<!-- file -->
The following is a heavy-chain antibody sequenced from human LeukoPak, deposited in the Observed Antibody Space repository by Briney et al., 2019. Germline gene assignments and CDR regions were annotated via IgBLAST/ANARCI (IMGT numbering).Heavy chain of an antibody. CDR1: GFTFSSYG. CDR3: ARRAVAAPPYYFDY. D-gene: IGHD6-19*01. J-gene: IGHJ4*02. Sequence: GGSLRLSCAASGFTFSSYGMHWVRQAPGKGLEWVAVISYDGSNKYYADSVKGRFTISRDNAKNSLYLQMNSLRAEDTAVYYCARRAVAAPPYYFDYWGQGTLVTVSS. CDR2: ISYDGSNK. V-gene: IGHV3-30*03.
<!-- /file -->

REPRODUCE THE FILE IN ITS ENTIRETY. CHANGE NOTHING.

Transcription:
The following is a heavy-chain antibody sequenced from human LeukoPak, deposited in the Observed Antibody Space repository by Briney et al., 2019. Germline gene assignments and CDR regions were annotated via IgBLAST/ANARCI (IMGT numbering).Heavy chain of an antibody. CDR1: GFTFSSYG. CDR3: ARRAVAAPPYYFDY. D-gene: IGHD6-19*01. J-gene: IGHJ4*02. Sequence: GGSLRLSCAASGFTFSSYGMHWVRQAPGKGLEWVAVISYDGSNKYYADSVKGRFTISRDNAKNSLYLQMNSLRAEDTAVYYCARRAVAAPPYYFDYWGQGTLVTVSS. CDR2: ISYDGSNK. V-gene: IGHV3-30*03.